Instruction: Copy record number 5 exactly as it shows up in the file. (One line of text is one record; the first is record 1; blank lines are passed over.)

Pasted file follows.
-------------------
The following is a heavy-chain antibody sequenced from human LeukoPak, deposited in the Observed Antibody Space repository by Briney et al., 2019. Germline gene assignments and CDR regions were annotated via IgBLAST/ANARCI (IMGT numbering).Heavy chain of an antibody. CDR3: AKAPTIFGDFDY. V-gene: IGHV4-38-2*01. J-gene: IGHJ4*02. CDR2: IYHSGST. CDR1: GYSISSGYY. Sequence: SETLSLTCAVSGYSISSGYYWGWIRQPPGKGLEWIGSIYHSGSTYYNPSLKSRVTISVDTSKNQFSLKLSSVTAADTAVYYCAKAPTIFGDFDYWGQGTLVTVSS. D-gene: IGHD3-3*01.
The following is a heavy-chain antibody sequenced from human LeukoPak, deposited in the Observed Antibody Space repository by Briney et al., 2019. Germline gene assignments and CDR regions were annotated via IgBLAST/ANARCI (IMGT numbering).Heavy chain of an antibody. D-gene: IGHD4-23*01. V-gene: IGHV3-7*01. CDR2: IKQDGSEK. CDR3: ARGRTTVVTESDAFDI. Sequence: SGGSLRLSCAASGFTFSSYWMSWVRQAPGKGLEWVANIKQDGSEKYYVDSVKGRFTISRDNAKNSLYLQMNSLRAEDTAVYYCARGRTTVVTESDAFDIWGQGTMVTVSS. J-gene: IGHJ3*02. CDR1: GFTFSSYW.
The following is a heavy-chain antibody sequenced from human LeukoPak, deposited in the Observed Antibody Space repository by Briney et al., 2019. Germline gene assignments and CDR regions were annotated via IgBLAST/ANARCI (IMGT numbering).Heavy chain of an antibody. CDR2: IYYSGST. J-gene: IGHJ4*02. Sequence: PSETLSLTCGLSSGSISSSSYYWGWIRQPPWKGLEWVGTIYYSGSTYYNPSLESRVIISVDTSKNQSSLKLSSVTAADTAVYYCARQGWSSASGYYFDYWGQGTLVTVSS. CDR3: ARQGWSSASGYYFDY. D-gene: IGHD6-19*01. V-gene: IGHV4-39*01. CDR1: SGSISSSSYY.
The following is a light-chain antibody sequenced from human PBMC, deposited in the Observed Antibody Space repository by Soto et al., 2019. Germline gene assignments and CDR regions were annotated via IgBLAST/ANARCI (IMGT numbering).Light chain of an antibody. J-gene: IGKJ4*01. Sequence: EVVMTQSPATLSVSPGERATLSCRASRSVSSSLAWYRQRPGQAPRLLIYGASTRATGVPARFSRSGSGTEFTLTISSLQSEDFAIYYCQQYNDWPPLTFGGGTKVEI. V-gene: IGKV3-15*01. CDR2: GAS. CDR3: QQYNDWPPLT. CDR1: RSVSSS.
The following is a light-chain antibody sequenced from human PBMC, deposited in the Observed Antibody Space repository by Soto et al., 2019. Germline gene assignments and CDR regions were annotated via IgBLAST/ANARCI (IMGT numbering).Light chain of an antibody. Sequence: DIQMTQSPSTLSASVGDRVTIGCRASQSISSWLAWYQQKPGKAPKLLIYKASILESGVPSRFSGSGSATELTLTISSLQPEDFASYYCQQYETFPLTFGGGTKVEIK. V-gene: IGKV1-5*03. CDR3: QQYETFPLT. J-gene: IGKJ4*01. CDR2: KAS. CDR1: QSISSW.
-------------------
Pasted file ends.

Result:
The following is a light-chain antibody sequenced from human PBMC, deposited in the Observed Antibody Space repository by Soto et al., 2019. Germline gene assignments and CDR regions were annotated via IgBLAST/ANARCI (IMGT numbering).Light chain of an antibody. Sequence: DIQMTQSPSTLSASVGDRVTIGCRASQSISSWLAWYQQKPGKAPKLLIYKASILESGVPSRFSGSGSATELTLTISSLQPEDFASYYCQQYETFPLTFGGGTKVEIK. V-gene: IGKV1-5*03. CDR3: QQYETFPLT. J-gene: IGKJ4*01. CDR2: KAS. CDR1: QSISSW.